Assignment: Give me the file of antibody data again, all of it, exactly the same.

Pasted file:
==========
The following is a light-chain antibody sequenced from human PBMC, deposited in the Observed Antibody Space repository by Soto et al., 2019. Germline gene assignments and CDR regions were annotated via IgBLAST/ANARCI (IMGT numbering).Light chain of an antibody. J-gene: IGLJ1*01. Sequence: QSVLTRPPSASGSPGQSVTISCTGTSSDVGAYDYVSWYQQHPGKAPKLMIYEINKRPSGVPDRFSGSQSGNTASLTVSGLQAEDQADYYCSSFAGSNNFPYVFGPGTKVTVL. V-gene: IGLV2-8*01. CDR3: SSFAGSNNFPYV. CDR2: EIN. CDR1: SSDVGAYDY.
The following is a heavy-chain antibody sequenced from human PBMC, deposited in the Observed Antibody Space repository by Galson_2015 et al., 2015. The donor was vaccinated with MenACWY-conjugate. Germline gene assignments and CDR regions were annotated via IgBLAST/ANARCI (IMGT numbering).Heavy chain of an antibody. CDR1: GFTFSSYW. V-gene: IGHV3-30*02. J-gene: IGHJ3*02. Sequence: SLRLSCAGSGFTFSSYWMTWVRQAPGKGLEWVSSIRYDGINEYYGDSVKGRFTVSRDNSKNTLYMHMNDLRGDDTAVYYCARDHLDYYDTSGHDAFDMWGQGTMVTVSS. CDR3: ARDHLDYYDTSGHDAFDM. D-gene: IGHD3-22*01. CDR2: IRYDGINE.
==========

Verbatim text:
The following is a light-chain antibody sequenced from human PBMC, deposited in the Observed Antibody Space repository by Soto et al., 2019. Germline gene assignments and CDR regions were annotated via IgBLAST/ANARCI (IMGT numbering).Light chain of an antibody. J-gene: IGLJ1*01. Sequence: QSVLTRPPSASGSPGQSVTISCTGTSSDVGAYDYVSWYQQHPGKAPKLMIYEINKRPSGVPDRFSGSQSGNTASLTVSGLQAEDQADYYCSSFAGSNNFPYVFGPGTKVTVL. V-gene: IGLV2-8*01. CDR3: SSFAGSNNFPYV. CDR2: EIN. CDR1: SSDVGAYDY.
The following is a heavy-chain antibody sequenced from human PBMC, deposited in the Observed Antibody Space repository by Galson_2015 et al., 2015. The donor was vaccinated with MenACWY-conjugate. Germline gene assignments and CDR regions were annotated via IgBLAST/ANARCI (IMGT numbering).Heavy chain of an antibody. CDR1: GFTFSSYW. V-gene: IGHV3-30*02. J-gene: IGHJ3*02. Sequence: SLRLSCAGSGFTFSSYWMTWVRQAPGKGLEWVSSIRYDGINEYYGDSVKGRFTVSRDNSKNTLYMHMNDLRGDDTAVYYCARDHLDYYDTSGHDAFDMWGQGTMVTVSS. CDR3: ARDHLDYYDTSGHDAFDM. D-gene: IGHD3-22*01. CDR2: IRYDGINE.